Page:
The Abdication of the Sacramento Kings

After winning another division championship by going 59–23 the following year, the Kings lost Webber to a knee injury in the playoffs. He required major knee surgery and he was never the same. Neither were the Kings.

Without Webber, the Kings fell to the Mavericks during the 2003 playoffs. .

Eventually C-Webb and his “fab 5” in Sacramento dispersed. Webber is now an on-air personality for NBA broadcasts, Peja is a shell of his former self in Dallas, Bibby has been relegated to spot-up shooter waiting for LeBron and Wade’s kickouts. At least Mr. Christie is still making good cookies.

Since then the Kings’ success has dwindled significantly. They have missed the playoffs every year since 2007 and have become the Pacific Division’s bottom dwellers.

The fans’ interest has also declined along with the Kings.

This year, Sacramento has hit rock bottom: with budget deficits and heavy job losses during the economic downturn, the Maloof brothers began exploring different options.

It’s likely the Sacramento Kings will be no more. A move to Anaheim seems imminent.

Some, including Lakers’ head coach Phil Jackson, are heavily opposed to the Kings relocating.

“What other metropolitan area has three teams in it? It’s ridiculous to put another franchise in this market,” Jackson said before a March 27 game against the Los Angeles Clippers. “It just doesn’t make sense to do that.”

I agree with the Zen Master but for a different reason.

I don’t care how the Kings re-locating to Anaheim will affect the share of the Lakers’ television deal or merchandise sales. As a fan, that means nothing to me. I’m sure the Orange-County will continue to support the Lakers despite having a team closer to them. Southern California is Laker-land, always have been and always will be.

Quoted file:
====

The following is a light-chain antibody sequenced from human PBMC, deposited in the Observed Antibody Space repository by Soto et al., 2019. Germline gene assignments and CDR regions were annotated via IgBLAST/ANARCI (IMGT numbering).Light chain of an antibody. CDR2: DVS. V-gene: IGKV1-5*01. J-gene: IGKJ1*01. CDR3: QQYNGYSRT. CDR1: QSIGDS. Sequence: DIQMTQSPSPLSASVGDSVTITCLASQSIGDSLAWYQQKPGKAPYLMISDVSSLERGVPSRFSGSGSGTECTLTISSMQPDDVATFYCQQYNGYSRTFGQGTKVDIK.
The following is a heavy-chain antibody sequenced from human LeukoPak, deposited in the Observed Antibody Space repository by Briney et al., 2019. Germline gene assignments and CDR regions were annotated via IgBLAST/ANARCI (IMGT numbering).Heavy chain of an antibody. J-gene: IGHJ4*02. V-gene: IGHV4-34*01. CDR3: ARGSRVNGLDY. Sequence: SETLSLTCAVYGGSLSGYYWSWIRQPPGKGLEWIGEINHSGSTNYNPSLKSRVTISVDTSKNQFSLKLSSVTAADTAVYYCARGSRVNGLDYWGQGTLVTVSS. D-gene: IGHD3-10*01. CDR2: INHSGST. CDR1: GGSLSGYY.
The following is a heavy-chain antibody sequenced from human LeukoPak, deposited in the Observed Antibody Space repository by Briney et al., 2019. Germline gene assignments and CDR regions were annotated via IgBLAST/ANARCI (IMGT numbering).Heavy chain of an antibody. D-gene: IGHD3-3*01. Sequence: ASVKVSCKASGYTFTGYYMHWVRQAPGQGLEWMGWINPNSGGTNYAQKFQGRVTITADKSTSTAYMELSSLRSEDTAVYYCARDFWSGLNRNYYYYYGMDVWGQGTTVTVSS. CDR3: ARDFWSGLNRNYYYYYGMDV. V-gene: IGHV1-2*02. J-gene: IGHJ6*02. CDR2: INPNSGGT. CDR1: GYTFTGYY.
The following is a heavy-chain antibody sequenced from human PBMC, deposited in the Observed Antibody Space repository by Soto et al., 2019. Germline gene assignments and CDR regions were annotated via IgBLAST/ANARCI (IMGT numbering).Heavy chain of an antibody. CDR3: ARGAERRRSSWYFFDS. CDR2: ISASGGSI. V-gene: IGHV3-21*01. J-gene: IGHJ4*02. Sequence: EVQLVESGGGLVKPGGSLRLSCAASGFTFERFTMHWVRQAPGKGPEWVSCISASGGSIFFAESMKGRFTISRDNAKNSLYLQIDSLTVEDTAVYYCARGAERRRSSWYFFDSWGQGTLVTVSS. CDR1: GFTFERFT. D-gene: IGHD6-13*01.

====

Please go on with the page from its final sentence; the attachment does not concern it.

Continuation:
The city of Sacramento deserves better than this. The Kings are the only major sports team they have. When the Maloof brothers constructed one of the most entertaining products the league has ever seen, the fans were there ringing their cowbells every single night.

Sports is the only business that expects the consumer to continue to purchase the product regardless of its quality. Well, the city of Sacramento wasn’t going to buy into a team that had no hope of making the playoffs.

Their current team is comprised of Tyreke Evans, DeMarcus Cousins and a guy who comes off the bench named Jeter who’s unrelated to Derek. Sure, second-year shooting guard Marcus Thornton has averaged 20.8 points since arriving in a midseason trade from New Orleans. But are any of those players the Kings can build a franchise around? Only time will tell.

It’s sad to see the Kings leave Sacramento, especially since Sam Presti and the Thunder have laid out a blueprint on how to run a successful franchise in a small-market.

What’s even more saddening is that the great fans of Sacramento are down to their last 48 minutes of basketball to cheer for.

Appropriately, it’s against the team’s most celebrated rival, the Los Angeles Lakers.

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